As competitive bidding, audits and consolidation
impact the industry, there are many cases in which a provider will expand into
a new product category in order to broaden their market reach and revenues.
With that new line of service comes a variety of requirements: the provider
will need to add product expertise, perhaps even new certifications to the staff,
and maybe even hire entirely new team members. Also the provider will need
to add billing for those items to its workflow and other back office functions.
And, above all, that provider will need to get accredited in this new line of
business — otherwise the provider won’t be able to bill Medicare.
And, while getting accreditation for a new category is extremely important,
it remains a detailed process. Providers going through accreditation
for a new category must strive to ensure all the proper documentation and
procedural steps are in place for the DME and services they offer, and then
undergo site surveys — and possibly have to undergo them again if they are
found to need in improvement in some aspects of their business before they
can become accredited.
And of course, the provider must continue to work within the accreditation
guidelines so that it will maintain that accreditation and be able to easily
renew with its accrediting organization. Suffice it to say that accreditation is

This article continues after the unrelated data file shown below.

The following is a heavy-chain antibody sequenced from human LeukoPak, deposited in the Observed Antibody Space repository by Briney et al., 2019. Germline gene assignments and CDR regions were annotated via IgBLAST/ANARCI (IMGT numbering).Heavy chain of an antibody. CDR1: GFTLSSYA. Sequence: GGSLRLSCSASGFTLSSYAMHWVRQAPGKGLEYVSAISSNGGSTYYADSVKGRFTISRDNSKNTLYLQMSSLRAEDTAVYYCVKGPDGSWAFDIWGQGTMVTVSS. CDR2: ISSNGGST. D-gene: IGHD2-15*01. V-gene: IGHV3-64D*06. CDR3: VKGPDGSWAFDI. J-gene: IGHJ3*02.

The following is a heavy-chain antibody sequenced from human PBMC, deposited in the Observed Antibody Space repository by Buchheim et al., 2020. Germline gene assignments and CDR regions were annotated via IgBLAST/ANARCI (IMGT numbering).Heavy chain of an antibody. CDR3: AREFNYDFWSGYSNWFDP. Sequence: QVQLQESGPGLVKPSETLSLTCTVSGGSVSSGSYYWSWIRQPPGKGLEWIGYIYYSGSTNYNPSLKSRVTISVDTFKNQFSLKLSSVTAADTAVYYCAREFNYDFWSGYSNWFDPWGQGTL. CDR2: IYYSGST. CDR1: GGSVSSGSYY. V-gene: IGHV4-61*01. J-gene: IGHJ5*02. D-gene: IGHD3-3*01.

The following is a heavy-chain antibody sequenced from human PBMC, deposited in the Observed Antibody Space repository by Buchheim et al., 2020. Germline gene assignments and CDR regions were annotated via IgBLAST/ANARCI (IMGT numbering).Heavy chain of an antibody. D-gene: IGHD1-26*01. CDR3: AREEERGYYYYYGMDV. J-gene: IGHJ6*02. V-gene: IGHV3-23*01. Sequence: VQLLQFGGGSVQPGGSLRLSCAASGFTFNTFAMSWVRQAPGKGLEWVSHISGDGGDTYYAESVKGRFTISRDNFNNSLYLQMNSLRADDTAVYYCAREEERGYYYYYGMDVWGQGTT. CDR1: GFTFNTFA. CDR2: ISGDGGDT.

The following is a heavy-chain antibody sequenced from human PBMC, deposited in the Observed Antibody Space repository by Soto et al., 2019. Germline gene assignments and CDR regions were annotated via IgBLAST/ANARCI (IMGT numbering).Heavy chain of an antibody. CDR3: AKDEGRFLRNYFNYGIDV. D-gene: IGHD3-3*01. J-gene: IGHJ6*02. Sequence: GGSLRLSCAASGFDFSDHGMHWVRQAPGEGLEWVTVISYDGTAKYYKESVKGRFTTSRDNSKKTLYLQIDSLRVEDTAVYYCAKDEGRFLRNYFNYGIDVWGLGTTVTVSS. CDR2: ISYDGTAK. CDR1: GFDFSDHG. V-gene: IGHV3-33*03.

an ongoing effort, but when first gaining accreditation, the provider must do a
considerable amount of preparation and groundwork to ensure it can properly
support the new category.
Start by Working With Your AO
Accrediting organizations regularly help providers prepare their businesses to
properly support new categories, so your AO can serve as a solid resource. Your AO
will have procedures in place to handle this, but the key is that you will want to
work up-front with the accrediting organization.
So start by informing your accrediting organization that your are adding
new products that are billable to Medicare to your product line-up. Every
accrediting organization has a product code checklist that outline which
product categories and codes are covered by a provider’s current accreditation.
The accrediting organization will work with a provider to determine if the new
products are covered by the provider’s current accreditation, or if a new survey
visit is in order.
This initial check is critical because obviously if the provider isn’t accredited
for that new line, it likely not get reimbursed for the item. When receiving
claims, Medicare performs a cross-reference check to ensure that the provider
submitting the claim is accredited for the items being billed.
And that list is regularly updated. Accrediting organizations submit reports
weekly to CMS, which includes all the product categories that a provider is
accredited for, and if there is any discrepancy in billing, then there is risk of
not getting paid.
So, before launching into a new business, each provider should be familiar
with their accrediting organization’s process in managing the addition of
Policies and Procedures
Obviously, if a provider is adding a DME item for which it provider is already
accredited, not much work needs to be done. But if the provider is adding a